• Post Reply Bookmark Topic Watch Topic
  • New Topic

Reducing lawn size -> Save energy?

 
                            
Posts: 9
  • Mark post as helpful
  • send pies
  • Quote
  • Report post to moderator
I've read a few articles claiming that replacing areas of your lawn with mulch, hardscaping, ground cover, etc, etc... can save time (no mowing), energy (no mower CO2) and the environment (no mower CO2, less fertilizer)

Has anyone intentionally reduced their lawn's size for these reasons? What's your experience with it?
 
                      
Posts: 5
  • Mark post as helpful
  • send pies
  • Quote
  • Report post to moderator
I have intentionally reduced my lawn size.  I have about a four foot by ten foot strip that is a pathway, and is only about half grasses.  The rest are "forbs," smartweed, plantain, dandelion, etc.

We don't need a mower now.  We can pull up the taller stuff by hand and toss it into the compost.  We still have an electric mower (we call it the lawn vacuum), but it is almost more trouble to get it out and hooked up than just trimming the plants by hand.

Instead of lawn, we have ducks, hosta, native grasses, horseradish, garlic, beets, carrots, ferns, epimedium, grapes, a couple of raised beds for annuals, a prairie plant bed, daylilies, herbs, raspberries, blueberries, sunroot, irises, and sweet woodruff.

 
                            
Posts: 9
  • Mark post as helpful
  • send pies
  • Quote
  • Report post to moderator
A) Boring lawn

or...

B) "ducks, hosta, native grasses, horseradish, garlic, beets, carrots, ferns, epimedium, grapes, a couple of raised beds for annuals, a prairie plant bed, daylilies, herbs, raspberries, blueberries, sunroot, irises, and sweet woodruff"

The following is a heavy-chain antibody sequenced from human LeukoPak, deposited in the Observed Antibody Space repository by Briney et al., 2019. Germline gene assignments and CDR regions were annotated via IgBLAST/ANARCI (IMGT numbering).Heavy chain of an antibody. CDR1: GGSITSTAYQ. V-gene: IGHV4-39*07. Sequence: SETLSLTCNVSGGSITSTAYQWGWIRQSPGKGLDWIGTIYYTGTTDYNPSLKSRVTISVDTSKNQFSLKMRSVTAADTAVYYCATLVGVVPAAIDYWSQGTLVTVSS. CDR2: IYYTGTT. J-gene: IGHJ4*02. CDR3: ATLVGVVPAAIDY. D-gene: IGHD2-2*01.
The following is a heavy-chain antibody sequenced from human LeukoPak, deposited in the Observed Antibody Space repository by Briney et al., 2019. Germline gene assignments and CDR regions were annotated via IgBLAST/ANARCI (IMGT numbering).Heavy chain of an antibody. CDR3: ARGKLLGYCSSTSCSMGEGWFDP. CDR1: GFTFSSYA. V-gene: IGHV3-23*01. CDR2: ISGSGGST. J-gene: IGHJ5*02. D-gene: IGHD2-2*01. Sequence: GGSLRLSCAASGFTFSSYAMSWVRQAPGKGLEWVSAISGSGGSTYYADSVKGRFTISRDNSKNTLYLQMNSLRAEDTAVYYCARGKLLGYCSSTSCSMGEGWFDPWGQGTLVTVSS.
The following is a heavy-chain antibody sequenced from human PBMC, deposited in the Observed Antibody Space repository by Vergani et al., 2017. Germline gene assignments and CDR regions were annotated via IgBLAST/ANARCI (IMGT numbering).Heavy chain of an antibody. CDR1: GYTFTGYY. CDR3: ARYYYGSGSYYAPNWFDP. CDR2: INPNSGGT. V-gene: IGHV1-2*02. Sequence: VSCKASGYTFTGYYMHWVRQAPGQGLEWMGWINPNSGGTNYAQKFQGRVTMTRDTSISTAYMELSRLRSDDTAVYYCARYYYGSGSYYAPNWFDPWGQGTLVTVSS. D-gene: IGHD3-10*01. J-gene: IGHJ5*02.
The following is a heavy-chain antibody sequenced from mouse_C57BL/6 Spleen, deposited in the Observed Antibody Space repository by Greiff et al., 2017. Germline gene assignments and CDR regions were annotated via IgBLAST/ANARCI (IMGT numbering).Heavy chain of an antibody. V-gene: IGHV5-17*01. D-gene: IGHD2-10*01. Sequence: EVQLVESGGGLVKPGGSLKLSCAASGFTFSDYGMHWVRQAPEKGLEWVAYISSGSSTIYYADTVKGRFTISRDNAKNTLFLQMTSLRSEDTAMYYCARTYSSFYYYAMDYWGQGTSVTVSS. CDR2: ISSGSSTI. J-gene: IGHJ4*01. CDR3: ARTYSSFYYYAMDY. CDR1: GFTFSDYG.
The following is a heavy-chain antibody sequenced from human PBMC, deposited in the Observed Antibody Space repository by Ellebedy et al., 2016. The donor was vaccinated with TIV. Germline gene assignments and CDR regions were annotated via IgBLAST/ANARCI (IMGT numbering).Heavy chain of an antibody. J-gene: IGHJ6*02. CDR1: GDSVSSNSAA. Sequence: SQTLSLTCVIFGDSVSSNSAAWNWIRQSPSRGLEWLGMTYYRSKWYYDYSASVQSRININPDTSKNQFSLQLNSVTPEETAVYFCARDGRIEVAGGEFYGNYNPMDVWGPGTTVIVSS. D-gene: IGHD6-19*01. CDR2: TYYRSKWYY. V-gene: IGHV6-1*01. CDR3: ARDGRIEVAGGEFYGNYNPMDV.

I think anyone would choose B if they actually thought about it - that sounds beautiful.

Sending you a personal message, Amiga.


 
                      
Posts: 5
  • Mark post as helpful
  • send pies
  • Quote
  • Report post to moderator
I forgot to mention strawberries and asparagus.
 
Brenda Groth
pollinator
Posts: 4434
Location: North Central Michigan
10
  • Mark post as helpful
  • send pies
  • Quote
  • Report post to moderator
well 39 years ago this weekend when we got married, and moved onto this property, we had a few dying trees and the rest was nearly all lawn..think there was a tiny flower garden..and the rear of the 8 acres had some woods and swamp..

over the 39 years and a housefire and putting 2 houses and 2 garages on the land (gave some land to our son for his house)..we have also reduced the lawn size by about 2/3 or maybe more..hard to tell actually.

we now have dug a 175 x 75 ' pond..so that is no longer lawn, it is water.